Paducah Public Schools welcomed back students for in-person classes Monday using a hybrid schedule that minimizes the number of people in schools at a time.
Superintendent Donald Shively said of the approximately 3,000 or so students in the district, about 64% chose in-person instruction. To accommodate them, the district split the students into two groups: the Blue group and the Tornado group.
The former attends in-person classes on Mondays and Tuesdays, while the latter attends in-person classes on Thursdays and Fridays. Meanwhile, Wednesdays are virtual learning days for all students.
“We wanted to reduce the number of children that are here each day. So when we started looking at that, the A/B option was what we felt was best for children. We felt it kept not only our children, but our employees safe,” Shively said. “And so with that, conversations with principals throughout the district, there was a lot of request for us going back-to-back days with children. So if you teach something on Monday, you can continue to teach it on Tuesday if you’re doing a lab, some type of experiment. It just lets you do two days of instruction back to back.”
Although the spring semester began Jan. 4, the first week consisted of virtual instruction for all students. Monday, Jan. 11, was the first day of the hybrid schedule.
“We are very blessed to be able to have our students with us here (Monday) in our school system, and very fortunate that we’re able to work with them in person,” Shively said. “Obviously, a very restrictive hybrid plan that we’ve come back with, and we got right at 32% of the children in the buildings (Monday). And so we are meeting the expectations of the governor’s executive order to ensure that our children are safe.”
Shively said the district believes students learn better in the classroom than online.
“Teaching and learning is very relationship-driven,” Shively said. “And so that’s our district vision, to know each and every child by name and need, and develop that deeper connection when you’re with somebody than you do when you Zoom, use Teams or do virtual assignments.”
While the hybrid schedule is designed to minimize the number of students in school at a time, the district continues to take other safety precautions, such as conducting temperature checks when boarding school buses or when arriving at school, and requiring masks.
“Masks are required at all times throughout the building, and our children have done a great job with that since we started school in August,” Shively said. “So it’s one of those things that I thought could be a challenge for us. We’ve set the expectations, been positive about it, and our children have met those expectations.”
Shively said the district is also planning ahead.
“We are definitely, right now, are in the red as a county when you look at statewide map,” Shively said. “But we’re already starting the conversations and planning on what’s the progression of this look like as the vaccine becomes more readily available. And with that, ramping up the percentage of students in our building each day as we expect to move from red back to where it’s green as we go through this spring semester.”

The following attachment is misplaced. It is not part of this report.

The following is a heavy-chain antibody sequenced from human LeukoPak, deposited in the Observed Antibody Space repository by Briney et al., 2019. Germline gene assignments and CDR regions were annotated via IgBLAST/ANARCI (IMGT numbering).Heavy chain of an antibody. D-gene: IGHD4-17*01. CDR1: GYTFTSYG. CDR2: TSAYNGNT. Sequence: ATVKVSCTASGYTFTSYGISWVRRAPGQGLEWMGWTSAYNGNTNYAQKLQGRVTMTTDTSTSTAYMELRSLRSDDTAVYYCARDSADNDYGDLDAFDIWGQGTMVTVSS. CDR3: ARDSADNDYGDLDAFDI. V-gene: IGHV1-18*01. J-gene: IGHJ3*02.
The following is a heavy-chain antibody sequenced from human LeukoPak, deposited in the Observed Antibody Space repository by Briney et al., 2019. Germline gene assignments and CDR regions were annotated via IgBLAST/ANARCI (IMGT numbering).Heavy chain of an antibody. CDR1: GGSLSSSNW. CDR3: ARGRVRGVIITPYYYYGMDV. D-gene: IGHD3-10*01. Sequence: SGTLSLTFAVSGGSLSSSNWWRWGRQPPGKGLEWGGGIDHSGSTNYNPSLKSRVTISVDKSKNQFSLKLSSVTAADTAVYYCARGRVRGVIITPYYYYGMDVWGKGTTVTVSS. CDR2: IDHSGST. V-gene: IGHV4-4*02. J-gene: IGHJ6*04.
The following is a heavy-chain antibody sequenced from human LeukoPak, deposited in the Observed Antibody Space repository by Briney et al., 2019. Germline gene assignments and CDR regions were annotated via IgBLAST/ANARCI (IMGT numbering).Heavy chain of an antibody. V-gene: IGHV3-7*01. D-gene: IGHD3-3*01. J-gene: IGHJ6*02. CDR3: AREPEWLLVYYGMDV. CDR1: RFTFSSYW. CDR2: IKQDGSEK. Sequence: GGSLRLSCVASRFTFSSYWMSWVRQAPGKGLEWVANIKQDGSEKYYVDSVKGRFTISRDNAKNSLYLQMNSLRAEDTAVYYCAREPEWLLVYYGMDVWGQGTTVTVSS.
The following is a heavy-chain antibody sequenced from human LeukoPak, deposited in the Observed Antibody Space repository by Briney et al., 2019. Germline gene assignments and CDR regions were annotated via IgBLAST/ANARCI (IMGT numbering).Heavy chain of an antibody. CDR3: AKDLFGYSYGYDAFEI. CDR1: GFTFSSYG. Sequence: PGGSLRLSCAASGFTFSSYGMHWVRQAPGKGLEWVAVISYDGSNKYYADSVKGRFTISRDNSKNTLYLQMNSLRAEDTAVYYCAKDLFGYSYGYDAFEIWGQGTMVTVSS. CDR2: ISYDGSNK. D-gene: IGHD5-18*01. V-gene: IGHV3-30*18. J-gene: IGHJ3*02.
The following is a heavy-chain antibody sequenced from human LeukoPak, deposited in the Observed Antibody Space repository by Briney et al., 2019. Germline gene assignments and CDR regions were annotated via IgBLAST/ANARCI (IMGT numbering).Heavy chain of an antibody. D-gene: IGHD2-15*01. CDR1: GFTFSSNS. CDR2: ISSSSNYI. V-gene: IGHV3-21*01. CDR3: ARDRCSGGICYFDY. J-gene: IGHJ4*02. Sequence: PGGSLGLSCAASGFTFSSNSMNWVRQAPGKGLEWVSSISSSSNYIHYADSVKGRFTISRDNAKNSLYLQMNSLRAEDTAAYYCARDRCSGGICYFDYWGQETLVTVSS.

Shively said as of Monday, 65% of the district’s employees, including himself, have decided to take the COVID-19 vaccine when it becomes available.
Paducah Public Schools moved to all-virtual instruction in November as COVID-19 cases increased in the community. Shively said the staff and students have done a great job adjusting to the changes.
“It obviously has been a tremendous challenge. But as you can see, we have tremendous teachers that do a great job, and we got wonderful children that I think are excited to be here,” Shively said “I’ve been in every school and met with every principal, and there are a lot of smiling faces, not only from children but adults. Obviously, there’s always a little bit opportunity for anxiety with us coming back right now. But I think we got the right plan and strategy in place to ensure we don’t transmit the disease as we continue to learn at school.”
In addition to safety, another priority of the district is racial equity. The district has enlisted the help of Dr. Greg Vincent with the University of Kentucky and Dr. Roger Cleveland with Kentucky State University to conduct a racial equity audit, said Assistant Superintendent Will Black. The audit will gather community input and examine district policies.
“We take a look at what are we doing well, what are areas we can improve, and develop an action plan based on those results,” Black said, adding he’s in the process of forming a committee that will be tasked with creating that action plan. The district has been planning to create a racial equity committee for a long time.
Black said the racial equity audit is expected to begin in February. He hopes the action plan can be presented to the school board in late April or early May.
“We are always focused on racial achievement gaps, and that’s gaps in student test score data that follows racial lines and that’s certainly an issue that we’re going to be looking at,” Black said. “But more broadly, we want to engage the community and really get their opinions, their perceptions on what issues exist and how we might improve that.”